An almost complex structure $J$ on $M$ is called a complex structure if the complex structures on the vector spaces fit together in an even nicer way. We require that there be a covering of $M$ by coordinate neighborhoods such that on each such neighborhood $J$ is the pullback of the standard complex structure on $\mathbb{R}^{2n}$. We require also that all transition maps for these coordinate charts be holomorphic with respect to the standard complex structure. This collection of coordinate charts form a complex atlas for $M$, and give $M$ the structure of a complex manifold. (Notice that’s it’s easy to choose coordinates so that a single $J_p$ looks like the standard one, $J_0$. We require that this hold not just at a single point, but in an entire neighborhood of the point.)

An almost complex structure $M$ is called integrable if it is actually a complex structure. There are many integrability conditions for almost complex structures, such as the vanishing of the Nijenhuis tensor associated to an almost complex structure.

Almost symplectic and symplectic structures

Now we give a parallel discussion for symplectic structures. A symplectic structure on a vector space $V$, where $V$ is real and finite-dimensional, is non-degenerate and skew-symmetric bilinear form $\Omega\colon{V \times V}\to{\mathbb{R}}$. Choose a basis for $V$ and represent $\Omega$ by a matrix $A$ relative to this basis. Because $\Omega$ is non-degenerate we know $\det A \neq 0$, and because it is skew-symmetric we know that $A = -A^{\text{tr}}$, so $\det A = \det (-A^{\text{tr}}) = (-1)^{\dim V} \det A^{\text{tr}} = (-1)^{\dim V} \det A$. Hence $(-1)^{\dim V} = 1$, so $\dim V$ must be even.

The standard example is $\mathbb{R}^{2n}$with its usual ordered basis, labelled $x_1, y_1, \ldots, x_n, y_n$, and symplectic structure $\Omega_0$ defined by $\Omega_0(x_i,y_j) = \delta_{ij}$ and $\Omega_0(x_i,x_j) = \Omega_0(y_i,y_j) = 0$, where $\delta_{ij}$ is the Kronecker delta.

Let $M$ be a $(2n)$-dimensional manifold. An almost symplectic structure on $M$ is a smoothly-varying collection $\omega = \{ \omega_p \mid p \in M \}$ of symplectic structures, one for each tangent space of $M$. (The existence of an almost symplectic structure forces $\dim M$ to be even.) An almost symplectic structure on $M$ is just a bunch of symplectic structures on the tangent spaces glued together smoothly along $M$. As before, a choice of symplectic structure on a vector space induces an almost symplectic structure on the vector space as a manifold.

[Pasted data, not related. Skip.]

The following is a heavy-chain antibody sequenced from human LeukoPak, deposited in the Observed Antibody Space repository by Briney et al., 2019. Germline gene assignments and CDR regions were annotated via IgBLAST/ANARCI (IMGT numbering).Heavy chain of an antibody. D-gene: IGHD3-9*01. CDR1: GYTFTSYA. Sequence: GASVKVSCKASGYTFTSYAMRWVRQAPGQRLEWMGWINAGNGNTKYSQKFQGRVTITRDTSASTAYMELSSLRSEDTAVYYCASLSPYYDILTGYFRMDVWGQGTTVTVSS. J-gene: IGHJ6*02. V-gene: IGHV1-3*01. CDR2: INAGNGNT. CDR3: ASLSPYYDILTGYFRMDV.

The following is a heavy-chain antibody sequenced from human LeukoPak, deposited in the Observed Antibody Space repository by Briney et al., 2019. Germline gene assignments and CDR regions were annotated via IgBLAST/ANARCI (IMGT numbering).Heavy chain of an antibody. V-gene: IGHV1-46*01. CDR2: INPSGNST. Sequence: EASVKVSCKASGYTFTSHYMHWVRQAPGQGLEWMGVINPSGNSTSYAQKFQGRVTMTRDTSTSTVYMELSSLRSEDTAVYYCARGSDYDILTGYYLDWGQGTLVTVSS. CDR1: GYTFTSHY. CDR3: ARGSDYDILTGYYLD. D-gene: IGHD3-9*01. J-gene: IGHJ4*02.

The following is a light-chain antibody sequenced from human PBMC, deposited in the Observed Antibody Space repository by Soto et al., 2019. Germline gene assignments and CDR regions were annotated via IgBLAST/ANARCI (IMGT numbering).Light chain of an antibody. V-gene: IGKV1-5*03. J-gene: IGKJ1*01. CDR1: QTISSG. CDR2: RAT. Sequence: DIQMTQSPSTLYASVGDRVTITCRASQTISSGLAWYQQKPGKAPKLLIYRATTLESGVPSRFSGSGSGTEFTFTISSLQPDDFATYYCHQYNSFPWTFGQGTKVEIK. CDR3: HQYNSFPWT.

An almost symplectic structure $\omega$ on $M$ is called a symplectic structure if the symplectic structures on the vector spaces fit together in an even nicer way. Analogous to the complex structure case, we require that there be a covering of $M$ by coordinate neighborhoods such that on each such neighborhood $\omega$ is the pullback of the standard complex structure on $\mathbb{R}^{2n}$. We require also that all transition maps for these coordinate charts be symplectic with respect to the standard symplectic structure. A manifold with a symplectic structure is a symplectic manifold.

Not much seems to be said about almost symplectic structures on manifolds, and so even less is said about integrable almost symplectic structures. But if one were to say something about them, surely the first thing would be to notice that, by Darboux’s Theorem, there is an extremely simple integrability condition. This is exactly that $\omega$ be closed, i.e. that $\mathrm{d} \omega = 0$.

Summary

To summarize, every manifold is locally isomorphic to some $\mathbb{R}^n$. An almost complex manifold is one equipped with a smoothly varying collection of complex structures on its tangent spaces. An almost complex manifold is a complex manifold if it is locally isomorphic to some $\mathbb{R}^{2n}$ with its standard complex structure. In this case, the almost complex structure is called integrable. Every previous sentence in this paragraph holds with the word “complex” replaced with “symplectic”. There are many well-known conditions for an almost complex structure to be integrable. To the best of my knowledge, there is really only one well-known condition for an almost symplectic structure to be integrable, and this is the innocuous looking requirement that $\mathrm{d} \omega = 0$.